In one of the most bizarre games of Richt's tenure, Georgia's defense thoroughly dominated the first half. LSU didn't muster a single first down and was in danger of falling down by a big margin, but Georgia receivers dropped a pair of potential first-half touchdown passes and LSU punt returner Tyrann “Honey Badger” Mathieu took a kick back for a touchdown to make it 10-7 Georgia at halftime. The second half was a completely different story, as the Bulldogs committed a couple of turnovers, LSU's pounding rushing attack began to have its intended effect and Todd Grantham's defense seemed helpless as the Tigers rushed for 202 yards and three touchdowns after intermission, turning the game into a rout.

Oct. 3, 2009 (Athens): No. 4 LSU 20, No. 18 Georgia 13
This one will forever be remembered among Georgia fans for a referee's questionable decision to penalize Georgia superstar Green for excessive celebration following his leaping, go-ahead touchdown catch with 1:09 to play, giving Georgia its first lead at 13-12. The penalty forced the Bulldogs to kick off from their own 15 and LSU return specialist Trindon Holliday made them pay by returning the kickoff to the Georgia 43, with a 5-yard penalty against the Bulldogs on the kickoff moving LSU even closer to the UGA end zone. Two plays later, Charles Scott rushed for his second touchdown of the fourth quarter, a 33-yard run with 46 seconds to play allowing LSU to improve to 5-0.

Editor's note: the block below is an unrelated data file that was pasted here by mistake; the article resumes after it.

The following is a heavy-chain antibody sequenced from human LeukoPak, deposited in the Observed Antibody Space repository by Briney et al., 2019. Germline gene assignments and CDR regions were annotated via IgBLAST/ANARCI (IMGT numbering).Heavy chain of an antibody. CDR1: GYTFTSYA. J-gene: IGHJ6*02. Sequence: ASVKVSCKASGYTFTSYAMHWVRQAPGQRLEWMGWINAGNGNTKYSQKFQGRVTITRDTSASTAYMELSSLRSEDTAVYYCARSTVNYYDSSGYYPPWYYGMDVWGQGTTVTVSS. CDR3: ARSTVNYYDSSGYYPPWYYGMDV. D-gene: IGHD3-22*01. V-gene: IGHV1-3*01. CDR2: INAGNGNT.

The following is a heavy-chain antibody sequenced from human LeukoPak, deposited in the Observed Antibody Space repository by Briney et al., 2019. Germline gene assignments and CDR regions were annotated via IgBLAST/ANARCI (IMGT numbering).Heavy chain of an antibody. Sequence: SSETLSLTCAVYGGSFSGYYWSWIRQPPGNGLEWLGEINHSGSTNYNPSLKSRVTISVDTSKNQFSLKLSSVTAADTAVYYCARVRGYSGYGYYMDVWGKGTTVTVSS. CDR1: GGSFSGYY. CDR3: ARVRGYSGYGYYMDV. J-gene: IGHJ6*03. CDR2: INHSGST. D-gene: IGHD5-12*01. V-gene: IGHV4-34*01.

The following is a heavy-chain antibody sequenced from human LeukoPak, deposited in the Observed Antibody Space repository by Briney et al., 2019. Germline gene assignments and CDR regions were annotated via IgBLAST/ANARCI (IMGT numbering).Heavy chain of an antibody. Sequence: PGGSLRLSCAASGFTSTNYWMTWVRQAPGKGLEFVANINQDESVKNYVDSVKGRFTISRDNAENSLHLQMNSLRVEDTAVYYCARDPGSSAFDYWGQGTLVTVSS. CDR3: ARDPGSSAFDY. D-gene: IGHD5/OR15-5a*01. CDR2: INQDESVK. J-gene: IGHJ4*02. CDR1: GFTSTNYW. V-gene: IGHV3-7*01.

Oct. 25, 2008 (Baton Rouge): No. 7 Georgia 52, No. 13 LSU 38
As wild as the ending of the 2009 game was, this one was crazy from the very beginning. Georgia linebacker Darryl Gamble returned an interception for a 40-yard touchdown on the first play from scrimmage and added a 53-yard pick six in the game's closing minutes as the Bulldogs hung half-a-hundred on LSU's porous defense. The Tigers surrendered 50-plus twice that season – the first time in school history that had happened – leading Miles to dump co-defensive coordinators Doug Mallory and Bradley Dale Peveto after the season in favor of former Tennessee coordinator John Chavis, who has been in Baton Rouge ever since.

2005 SEC Championship Game (Atlanta): No. 13 Georgia 34, No. 3 LSU 14